After our daughters graduated and married, the sheep left, and there were empty acres on our small farm. So, about three years ago around Thanksgiving, I brought my husband and family the idea of bringing chestnut trees to this barren land.
Much to my surprise, after my sales pitch, they were all in. Just like that, Mill Valley Chestnuts formed right at our kitchen table. It turns out each of our family members has something to contribute to the family farm business.
Farm roles found
So, here’s the breakdown of the Mill Valley Chestnuts farm leadership and responsibility:
Stacy Ward. My husband is definitely the chief financial officer. Still, to keep him a little humble, he is my cohort in farm management, or farm grunts, as we like to call ourselves.
Elisa Jaouni. My eldest daughter is responsible for marketing, including our future online presence. She has a talent for design, and in our crew, no one does online research faster to spot trends. Being detail-oriented, she will also help process and track orders once our first crop arrives.
Yusif Jaouni. My son-in-law leads our crop management. He works for a company focusing on nutrients for specialty crops and nuts — pretty helpful for this farm enterprise. By far, he does the most research and planning around crop nutrition and irrigation in our family.
Grayson Jaouni. While my grandson is only 6 months old, by the time these chestnuts are ready to harvest, he will be walking. Therefore, he will be my partner on the harvest crew. (Yes, his first Christmas gift may be a nut roller.)
Cassidy Kilpack. My youngest daughter oversees our breeding program. She is the one who started our first tree crop from seed — with a degree in plant science and work at The Land in Epcot, it’s a no-brainer. She helps select trees and will be grafting when we reach that point.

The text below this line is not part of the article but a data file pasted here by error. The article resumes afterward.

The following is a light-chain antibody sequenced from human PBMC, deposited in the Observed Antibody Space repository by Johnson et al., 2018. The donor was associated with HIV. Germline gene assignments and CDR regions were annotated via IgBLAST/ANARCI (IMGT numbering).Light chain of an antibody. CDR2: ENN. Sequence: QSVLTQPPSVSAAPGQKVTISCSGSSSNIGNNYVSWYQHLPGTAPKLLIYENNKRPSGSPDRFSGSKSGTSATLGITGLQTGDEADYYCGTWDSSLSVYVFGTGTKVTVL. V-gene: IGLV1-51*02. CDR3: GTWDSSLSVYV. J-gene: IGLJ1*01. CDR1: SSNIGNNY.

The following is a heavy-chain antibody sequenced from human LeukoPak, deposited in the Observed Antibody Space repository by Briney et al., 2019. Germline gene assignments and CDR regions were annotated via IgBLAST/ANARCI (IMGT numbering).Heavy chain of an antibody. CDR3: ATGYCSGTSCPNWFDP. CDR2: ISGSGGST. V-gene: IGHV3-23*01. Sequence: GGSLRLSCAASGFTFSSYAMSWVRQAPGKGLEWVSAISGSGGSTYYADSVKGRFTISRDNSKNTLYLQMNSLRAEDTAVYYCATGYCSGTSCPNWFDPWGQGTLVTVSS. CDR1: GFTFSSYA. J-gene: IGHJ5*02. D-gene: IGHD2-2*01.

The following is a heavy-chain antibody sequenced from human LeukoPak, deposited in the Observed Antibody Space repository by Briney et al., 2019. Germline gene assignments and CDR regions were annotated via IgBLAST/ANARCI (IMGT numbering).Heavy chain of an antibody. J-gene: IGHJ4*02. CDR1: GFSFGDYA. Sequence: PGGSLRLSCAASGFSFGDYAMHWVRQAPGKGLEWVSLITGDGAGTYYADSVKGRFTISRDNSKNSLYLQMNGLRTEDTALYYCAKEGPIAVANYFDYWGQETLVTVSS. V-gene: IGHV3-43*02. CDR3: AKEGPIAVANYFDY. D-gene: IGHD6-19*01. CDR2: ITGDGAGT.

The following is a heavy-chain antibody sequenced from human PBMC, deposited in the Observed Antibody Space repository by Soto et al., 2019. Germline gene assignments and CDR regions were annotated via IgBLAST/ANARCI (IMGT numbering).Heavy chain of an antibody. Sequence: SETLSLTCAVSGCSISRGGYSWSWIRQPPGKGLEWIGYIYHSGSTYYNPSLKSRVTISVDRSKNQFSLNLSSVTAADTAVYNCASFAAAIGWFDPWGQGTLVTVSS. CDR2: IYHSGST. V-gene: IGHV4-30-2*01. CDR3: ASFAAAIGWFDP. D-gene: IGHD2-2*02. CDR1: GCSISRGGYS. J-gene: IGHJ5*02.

Jared Kilpack. My second son-in-law. We all giggled when assigning roles. His degree? Music education. Of course, my girls said he could write our jingle. Yes, they are all comedians. However, because of his ability to deal with all ages from schoolkids to parents, he oversees customer service.
All is new
Over the years, we’ve raised sheep. The farm structure consisted of me and my husband telling our daughters what to do. For the most part, I was the seasoned shepherd, having raised them as a kid. My husband was a fast learner, so pretty much what we said went. This new enterprise offers us a different way to farm.
Now, each family member brings their own expertise to the conversation. Because we are new to tree farming, well, none of us sits at the top claiming to “know it all.” And when we fail, we can laugh — for now. It is a learning experience, as any farm should be. It’s refreshing.
There is more discussion, more reading, simply more (Yusif). Sometimes we do it right. Other times, well, we forget to prune, and the trees look like bushes (Mindy). No yelling, only research to find out how to do it better in the coming years (Stacy). We offer insight, correction and encouragement (Cassidy). We bring levity and humor to the situation (Jared). But we always have a plan (Elisa).
I think more farms today should bring the next generation in earlier. Let them help shape the direction of the farm. Share the successes and disappointments. Enjoy the family aspect of farming.
There are many farm operations who have multiple generations. I’m not sure how our structure will work or change in the coming years. We will likely run into discussions, disagreements and dilemmas, but we are committed to walk through each one as family around our kitchen table.